While macaques can look terrifying at times, we are ten times more scary to them as they are to us. We are their equivalent of King Kong and not in the fun way. So when we scream and flail, our panic is palpable and they will react to the situation too. So, resist the urge to shriek and wave sticks in their direction as it only worsens the situation. If you feel that they are getting too close, establishing boundaries by pointing (not waving!); a stick will be effective. However, it’s better to just walk away and as the saying goes, Keep Calm and no seriously, keep calm.

2. Do not stare or smile (This is not a zoo exhibit).

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Back away…slowly

It would be good to keep in mind that these monkeys are wild and are not domesticated or tamed in any way. Hence, staring and smiling at them as if they are in a zoo exhibit is not a good idea at all. For one staring, in monkey psychology, is an aggressive behavior and when they stare at you, this means they feel threatened. So, when you stare back, especially in the eye, you’re challenging them. Another important point is smiling, you should not, never, smile at a monkey. While we Homo sapiens view this as friendly behavior, they do not. When you bare your teeth at them, this makes them uncomfortable as fang-flashing is a scare tactic in the primate world. Should you feel the urge to coo at them, then smile with your lips and not with your teeth.

3.Plastic bags…just don’t.

Other than the fact that they’re environmentally unfriendly, the crinkling of plastic bags is, to put in the words of Amy and Sabrina (an awesome pair of monkey researchers), “monkey crack”. They have long learnt to associate plastic bags with food and they will snatch it right out your hand. Survival of the fittest so bringing one into a area where you know troops of monkeys are hanging out is like wandering into dark alleys in the middle of the night. Don’t do it. Use wonderful reusable cloth bags that make no such sound and don’t rip like plastic bags do. If you have a snack that you want to eat, try to make as little noise as you can. However, it’s not a good idea to eat in front of a troop of hungry monkeys. So if you are starving, it’s better to move to an area where there aren’t any monkeys waiting to pounce on you for your chips.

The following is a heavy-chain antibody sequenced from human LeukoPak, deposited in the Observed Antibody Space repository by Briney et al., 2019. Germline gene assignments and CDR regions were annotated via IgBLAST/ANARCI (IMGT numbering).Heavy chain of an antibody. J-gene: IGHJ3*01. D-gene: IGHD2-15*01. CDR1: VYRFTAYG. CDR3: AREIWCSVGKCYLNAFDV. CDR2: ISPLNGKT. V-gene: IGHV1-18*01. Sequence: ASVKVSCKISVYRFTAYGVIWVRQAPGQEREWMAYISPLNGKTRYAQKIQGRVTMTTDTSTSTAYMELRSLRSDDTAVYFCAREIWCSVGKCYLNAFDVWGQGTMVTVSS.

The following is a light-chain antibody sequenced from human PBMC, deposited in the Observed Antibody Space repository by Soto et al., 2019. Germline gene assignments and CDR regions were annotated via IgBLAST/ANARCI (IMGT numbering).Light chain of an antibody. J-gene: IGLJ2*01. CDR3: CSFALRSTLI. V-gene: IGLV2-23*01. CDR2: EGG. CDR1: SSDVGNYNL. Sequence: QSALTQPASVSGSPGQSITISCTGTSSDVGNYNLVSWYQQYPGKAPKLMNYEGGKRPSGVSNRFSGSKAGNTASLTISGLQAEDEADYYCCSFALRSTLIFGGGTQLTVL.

4. Monkey vs Human: Monkey wins (usually).

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You and what army?! (Cue entire troop of monkey hiding in the trees)

So the next time, a monkey snatches something of yours, don’t try to play tug of war with it. You’re not going to win even with your superior size because these macaques travel in troops and they are big on teamwork. The big males in the troop will often step in and help. It’s best to simply let them take it, your safety is more important! They usually lose interest in it and drop it. However, do take note that even things that they have set down, they still consider it theirs. So it’s better to wait until they’re not looking before you take your stuff back. Then again, it’s best to keep all your valuable items in a secure place, backpack or purse to prevent anything or getting stolen.